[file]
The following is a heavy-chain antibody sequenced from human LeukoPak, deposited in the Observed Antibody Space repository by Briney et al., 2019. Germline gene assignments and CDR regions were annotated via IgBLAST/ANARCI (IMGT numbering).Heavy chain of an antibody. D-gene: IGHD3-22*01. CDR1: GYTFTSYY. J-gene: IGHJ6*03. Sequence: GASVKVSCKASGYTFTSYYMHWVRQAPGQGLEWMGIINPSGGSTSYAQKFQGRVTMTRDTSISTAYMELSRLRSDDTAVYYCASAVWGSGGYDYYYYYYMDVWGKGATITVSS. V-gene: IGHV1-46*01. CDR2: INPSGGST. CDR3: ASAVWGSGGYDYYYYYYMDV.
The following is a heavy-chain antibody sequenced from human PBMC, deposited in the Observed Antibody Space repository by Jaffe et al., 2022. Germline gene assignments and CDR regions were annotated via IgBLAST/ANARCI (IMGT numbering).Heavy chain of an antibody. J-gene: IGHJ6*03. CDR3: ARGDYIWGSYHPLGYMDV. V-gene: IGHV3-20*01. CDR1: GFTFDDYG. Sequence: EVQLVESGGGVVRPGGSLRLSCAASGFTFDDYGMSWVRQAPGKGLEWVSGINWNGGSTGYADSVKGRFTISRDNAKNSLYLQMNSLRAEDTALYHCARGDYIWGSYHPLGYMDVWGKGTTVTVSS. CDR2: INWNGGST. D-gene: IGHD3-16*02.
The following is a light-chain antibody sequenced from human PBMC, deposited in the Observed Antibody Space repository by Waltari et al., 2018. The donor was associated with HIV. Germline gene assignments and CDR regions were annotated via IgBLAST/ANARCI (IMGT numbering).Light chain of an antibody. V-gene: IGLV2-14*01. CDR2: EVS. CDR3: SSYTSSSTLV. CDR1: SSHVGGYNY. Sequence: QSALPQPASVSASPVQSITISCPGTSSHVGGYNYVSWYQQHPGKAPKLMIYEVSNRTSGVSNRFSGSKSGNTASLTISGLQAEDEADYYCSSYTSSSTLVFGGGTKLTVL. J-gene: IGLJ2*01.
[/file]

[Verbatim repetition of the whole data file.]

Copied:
The following is a heavy-chain antibody sequenced from human LeukoPak, deposited in the Observed Antibody Space repository by Briney et al., 2019. Germline gene assignments and CDR regions were annotated via IgBLAST/ANARCI (IMGT numbering).Heavy chain of an antibody. D-gene: IGHD3-22*01. CDR1: GYTFTSYY. J-gene: IGHJ6*03. Sequence: GASVKVSCKASGYTFTSYYMHWVRQAPGQGLEWMGIINPSGGSTSYAQKFQGRVTMTRDTSISTAYMELSRLRSDDTAVYYCASAVWGSGGYDYYYYYYMDVWGKGATITVSS. V-gene: IGHV1-46*01. CDR2: INPSGGST. CDR3: ASAVWGSGGYDYYYYYYMDV.
The following is a heavy-chain antibody sequenced from human PBMC, deposited in the Observed Antibody Space repository by Jaffe et al., 2022. Germline gene assignments and CDR regions were annotated via IgBLAST/ANARCI (IMGT numbering).Heavy chain of an antibody. J-gene: IGHJ6*03. CDR3: ARGDYIWGSYHPLGYMDV. V-gene: IGHV3-20*01. CDR1: GFTFDDYG. Sequence: EVQLVESGGGVVRPGGSLRLSCAASGFTFDDYGMSWVRQAPGKGLEWVSGINWNGGSTGYADSVKGRFTISRDNAKNSLYLQMNSLRAEDTALYHCARGDYIWGSYHPLGYMDVWGKGTTVTVSS. CDR2: INWNGGST. D-gene: IGHD3-16*02.
The following is a light-chain antibody sequenced from human PBMC, deposited in the Observed Antibody Space repository by Waltari et al., 2018. The donor was associated with HIV. Germline gene assignments and CDR regions were annotated via IgBLAST/ANARCI (IMGT numbering).Light chain of an antibody. V-gene: IGLV2-14*01. CDR2: EVS. CDR3: SSYTSSSTLV. CDR1: SSHVGGYNY. Sequence: QSALPQPASVSASPVQSITISCPGTSSHVGGYNYVSWYQQHPGKAPKLMIYEVSNRTSGVSNRFSGSKSGNTASLTISGLQAEDEADYYCSSYTSSSTLVFGGGTKLTVL. J-gene: IGLJ2*01.